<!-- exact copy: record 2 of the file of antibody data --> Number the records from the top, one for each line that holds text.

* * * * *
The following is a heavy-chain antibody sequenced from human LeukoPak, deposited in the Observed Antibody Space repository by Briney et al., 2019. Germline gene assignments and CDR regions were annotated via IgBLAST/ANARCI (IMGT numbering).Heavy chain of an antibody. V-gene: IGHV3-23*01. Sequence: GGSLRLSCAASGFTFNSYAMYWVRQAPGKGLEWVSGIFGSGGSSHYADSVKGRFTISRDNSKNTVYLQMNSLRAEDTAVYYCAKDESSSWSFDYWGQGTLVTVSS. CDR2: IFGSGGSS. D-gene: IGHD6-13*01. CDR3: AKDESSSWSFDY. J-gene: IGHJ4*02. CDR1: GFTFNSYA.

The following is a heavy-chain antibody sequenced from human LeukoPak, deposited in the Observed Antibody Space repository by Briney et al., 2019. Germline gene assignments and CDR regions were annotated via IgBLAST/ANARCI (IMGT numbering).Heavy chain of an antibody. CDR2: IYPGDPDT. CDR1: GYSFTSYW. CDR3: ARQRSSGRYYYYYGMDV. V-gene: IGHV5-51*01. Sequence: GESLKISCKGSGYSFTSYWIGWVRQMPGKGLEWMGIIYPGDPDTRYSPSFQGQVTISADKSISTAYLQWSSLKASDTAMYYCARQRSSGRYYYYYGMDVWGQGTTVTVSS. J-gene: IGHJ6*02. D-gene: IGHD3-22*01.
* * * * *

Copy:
The following is a heavy-chain antibody sequenced from human LeukoPak, deposited in the Observed Antibody Space repository by Briney et al., 2019. Germline gene assignments and CDR regions were annotated via IgBLAST/ANARCI (IMGT numbering).Heavy chain of an antibody. CDR2: IYPGDPDT. CDR1: GYSFTSYW. CDR3: ARQRSSGRYYYYYGMDV. V-gene: IGHV5-51*01. Sequence: GESLKISCKGSGYSFTSYWIGWVRQMPGKGLEWMGIIYPGDPDTRYSPSFQGQVTISADKSISTAYLQWSSLKASDTAMYYCARQRSSGRYYYYYGMDVWGQGTTVTVSS. J-gene: IGHJ6*02. D-gene: IGHD3-22*01.